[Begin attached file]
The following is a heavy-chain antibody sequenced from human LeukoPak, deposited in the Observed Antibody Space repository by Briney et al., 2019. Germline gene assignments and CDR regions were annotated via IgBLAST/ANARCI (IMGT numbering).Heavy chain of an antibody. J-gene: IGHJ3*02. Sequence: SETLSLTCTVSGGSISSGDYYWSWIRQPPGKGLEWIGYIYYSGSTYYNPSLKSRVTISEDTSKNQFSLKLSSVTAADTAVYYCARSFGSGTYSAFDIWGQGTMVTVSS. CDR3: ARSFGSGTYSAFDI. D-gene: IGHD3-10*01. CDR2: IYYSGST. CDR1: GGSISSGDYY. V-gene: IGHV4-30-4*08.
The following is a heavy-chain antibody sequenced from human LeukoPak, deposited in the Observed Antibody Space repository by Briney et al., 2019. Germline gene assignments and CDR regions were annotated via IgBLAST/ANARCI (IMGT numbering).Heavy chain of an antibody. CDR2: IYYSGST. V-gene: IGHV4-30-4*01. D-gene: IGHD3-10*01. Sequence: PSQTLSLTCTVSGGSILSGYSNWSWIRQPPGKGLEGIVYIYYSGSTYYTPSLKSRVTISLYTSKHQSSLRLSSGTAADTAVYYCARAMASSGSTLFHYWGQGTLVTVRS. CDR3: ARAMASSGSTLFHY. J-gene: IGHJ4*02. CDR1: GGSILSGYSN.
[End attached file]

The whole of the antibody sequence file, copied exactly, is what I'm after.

The following is a heavy-chain antibody sequenced from human LeukoPak, deposited in the Observed Antibody Space repository by Briney et al., 2019. Germline gene assignments and CDR regions were annotated via IgBLAST/ANARCI (IMGT numbering).Heavy chain of an antibody. J-gene: IGHJ3*02. Sequence: SETLSLTCTVSGGSISSGDYYWSWIRQPPGKGLEWIGYIYYSGSTYYNPSLKSRVTISEDTSKNQFSLKLSSVTAADTAVYYCARSFGSGTYSAFDIWGQGTMVTVSS. CDR3: ARSFGSGTYSAFDI. D-gene: IGHD3-10*01. CDR2: IYYSGST. CDR1: GGSISSGDYY. V-gene: IGHV4-30-4*08.
The following is a heavy-chain antibody sequenced from human LeukoPak, deposited in the Observed Antibody Space repository by Briney et al., 2019. Germline gene assignments and CDR regions were annotated via IgBLAST/ANARCI (IMGT numbering).Heavy chain of an antibody. CDR2: IYYSGST. V-gene: IGHV4-30-4*01. D-gene: IGHD3-10*01. Sequence: PSQTLSLTCTVSGGSILSGYSNWSWIRQPPGKGLEGIVYIYYSGSTYYTPSLKSRVTISLYTSKHQSSLRLSSGTAADTAVYYCARAMASSGSTLFHYWGQGTLVTVRS. CDR3: ARAMASSGSTLFHY. J-gene: IGHJ4*02. CDR1: GGSILSGYSN.